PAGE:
In the Cellfire announcement, Greg Meyer, director of corporate relations for American Forests, stated, “Mobile coupons are a step in the right direction to decrease the millions of trees destroyed annually for the creation of paper coupons and direct-mail offers.”
Unlike Internet coupons, which typically require a copy of the offer to be presented when the discount is redeemed at a merchant location, no paper is ever required for in-store redemption of mobile coupons. Consumers present their cell phone at the point of purchase and coupons are redeemed from the mobile message.
“We are demonstrating our commitment to the environment by not only offering a green alternative to paper coupons, but also through our reforestation efforts,” said Brent Dusing, CEO of Cellfire. “Consumers can now save money and trees at the same time.”
Winn-Dixie team honored for turnaround
JACKSONVILLE, Fla. The team that lead Winn-Dixie Stores’ successful turnaround initiative is being honored by the Turnaround Management Association for the best ‘Mega Company Turnaround’ for 2007. Comprised of financial experts from The Blackstone Group, Skadden, Arps, Slate, Meagher & Flom and Smith Hulsey & Busey, the team helped Winn-Dixie regain the market share and profits it started to lose in the mid 1990s and early 2000s to competitors Publix and Wal-Mart.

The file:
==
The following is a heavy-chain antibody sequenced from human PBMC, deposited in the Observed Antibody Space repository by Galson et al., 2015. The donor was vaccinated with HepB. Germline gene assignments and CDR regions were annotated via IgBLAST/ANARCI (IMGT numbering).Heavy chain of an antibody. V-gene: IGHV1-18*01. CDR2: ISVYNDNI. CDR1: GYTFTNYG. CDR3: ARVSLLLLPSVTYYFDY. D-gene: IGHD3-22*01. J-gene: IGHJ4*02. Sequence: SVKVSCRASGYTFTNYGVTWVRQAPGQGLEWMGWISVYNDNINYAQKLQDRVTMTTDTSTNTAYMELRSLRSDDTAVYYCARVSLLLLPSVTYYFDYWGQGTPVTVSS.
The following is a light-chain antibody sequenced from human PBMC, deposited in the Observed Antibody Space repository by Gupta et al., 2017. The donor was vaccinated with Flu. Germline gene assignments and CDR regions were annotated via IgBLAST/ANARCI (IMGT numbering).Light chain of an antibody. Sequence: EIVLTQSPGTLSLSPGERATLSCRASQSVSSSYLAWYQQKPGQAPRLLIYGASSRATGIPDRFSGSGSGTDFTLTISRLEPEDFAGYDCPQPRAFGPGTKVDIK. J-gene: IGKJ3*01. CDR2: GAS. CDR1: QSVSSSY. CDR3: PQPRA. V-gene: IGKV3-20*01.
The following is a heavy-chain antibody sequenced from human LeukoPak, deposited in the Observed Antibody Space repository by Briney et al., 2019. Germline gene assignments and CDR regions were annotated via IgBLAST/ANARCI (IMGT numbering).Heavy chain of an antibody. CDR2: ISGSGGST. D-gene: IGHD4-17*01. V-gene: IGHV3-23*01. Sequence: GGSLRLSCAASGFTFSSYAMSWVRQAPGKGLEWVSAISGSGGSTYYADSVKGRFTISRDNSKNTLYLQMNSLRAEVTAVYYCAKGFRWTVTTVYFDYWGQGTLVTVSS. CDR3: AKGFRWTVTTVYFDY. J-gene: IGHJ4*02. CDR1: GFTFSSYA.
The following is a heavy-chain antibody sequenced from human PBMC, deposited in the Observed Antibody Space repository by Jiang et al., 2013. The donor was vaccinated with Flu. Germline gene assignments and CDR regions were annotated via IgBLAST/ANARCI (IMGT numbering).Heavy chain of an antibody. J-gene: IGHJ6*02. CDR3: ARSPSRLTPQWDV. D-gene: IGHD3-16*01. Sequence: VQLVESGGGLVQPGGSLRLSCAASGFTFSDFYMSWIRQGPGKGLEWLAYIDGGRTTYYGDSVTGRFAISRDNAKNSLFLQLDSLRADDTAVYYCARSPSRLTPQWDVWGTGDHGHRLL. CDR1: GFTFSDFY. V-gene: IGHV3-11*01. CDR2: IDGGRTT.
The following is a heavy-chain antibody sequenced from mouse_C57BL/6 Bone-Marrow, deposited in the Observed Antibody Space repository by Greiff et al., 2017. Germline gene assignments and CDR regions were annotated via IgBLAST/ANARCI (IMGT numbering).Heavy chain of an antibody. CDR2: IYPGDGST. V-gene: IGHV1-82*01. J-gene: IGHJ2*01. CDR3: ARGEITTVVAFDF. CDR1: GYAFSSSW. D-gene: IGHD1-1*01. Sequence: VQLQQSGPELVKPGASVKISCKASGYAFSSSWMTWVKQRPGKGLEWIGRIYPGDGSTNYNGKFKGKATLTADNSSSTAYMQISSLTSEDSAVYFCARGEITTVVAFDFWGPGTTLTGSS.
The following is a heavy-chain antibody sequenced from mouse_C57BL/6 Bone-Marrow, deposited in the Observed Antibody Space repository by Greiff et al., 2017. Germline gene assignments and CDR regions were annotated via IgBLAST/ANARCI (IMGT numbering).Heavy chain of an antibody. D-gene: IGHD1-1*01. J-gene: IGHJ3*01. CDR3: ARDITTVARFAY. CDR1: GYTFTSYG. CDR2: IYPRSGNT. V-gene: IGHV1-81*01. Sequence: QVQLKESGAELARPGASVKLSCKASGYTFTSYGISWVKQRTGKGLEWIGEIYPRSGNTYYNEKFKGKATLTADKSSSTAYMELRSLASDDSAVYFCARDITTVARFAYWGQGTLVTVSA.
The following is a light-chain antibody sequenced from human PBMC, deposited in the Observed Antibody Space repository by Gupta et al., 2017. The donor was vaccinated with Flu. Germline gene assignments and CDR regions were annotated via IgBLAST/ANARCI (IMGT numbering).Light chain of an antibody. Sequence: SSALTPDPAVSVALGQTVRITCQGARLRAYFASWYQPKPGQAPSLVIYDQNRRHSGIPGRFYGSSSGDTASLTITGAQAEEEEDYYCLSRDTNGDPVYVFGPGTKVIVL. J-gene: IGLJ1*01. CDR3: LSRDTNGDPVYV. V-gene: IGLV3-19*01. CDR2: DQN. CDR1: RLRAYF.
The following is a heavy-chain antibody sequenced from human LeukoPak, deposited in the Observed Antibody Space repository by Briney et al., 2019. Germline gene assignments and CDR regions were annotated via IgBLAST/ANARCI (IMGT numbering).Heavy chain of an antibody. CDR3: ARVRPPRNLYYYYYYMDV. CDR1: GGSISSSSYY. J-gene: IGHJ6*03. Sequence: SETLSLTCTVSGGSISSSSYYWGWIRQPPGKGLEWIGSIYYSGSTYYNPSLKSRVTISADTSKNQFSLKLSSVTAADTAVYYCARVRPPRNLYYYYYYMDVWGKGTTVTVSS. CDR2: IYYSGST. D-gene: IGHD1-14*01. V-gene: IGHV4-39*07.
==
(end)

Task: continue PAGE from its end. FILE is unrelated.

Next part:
Winn-Dixie filed for Chapter 11 bankruptcy in early 2005 after reporting year-to-date losses of $552.8 million or $3.93 per share of common stock and a decline of 4.9% in identical-store sales in its second fiscal quarter over the same period in 2004.
Despite the difficulty of achieving a succesful turnaround, Winn-Dixie began its reorganization effort, while still continuing to operate its core business and preserving jobs. According to the Turnaround Management Association, it created new common stock for five classes of unsecured creditors, with recoveries ranging from about 96% to 53%. The company emerged from bankruptcy on Nov. 21, 2006.
For its fiscal year ended June 27, Winn-Dixie reported adjusted EBITDA of $85.9 million compared to a loss of $27.8 million last year and an identical-store sales increase of 1.6%
Sears ends deal with maternity retailer
PHILADELPHIA Sears and Mothers Work, the world’s leading maternity apparel retailer, will not be renewing their agreement, Mothers Work announced today. Under their current agreement, Mothers Works operates the maternity apparel department in 502 Sears stores through the sale of its Two Hearts Maternity branded merchandise.
Mothers Work said it expects its partnership with Sears to end on June 20, 2008, when it current deal with the company is expected to expire.
Rebecca Matthias, president and ceo of Mothers Work, noted, “While we are disappointed about the end of our relationship with Sears, we feel the decision not to proceed with a renewal is in the best interest of our stockholders since we were unable to reach terms on a renewal which would be favorable for Mothers Work and our stockholders. “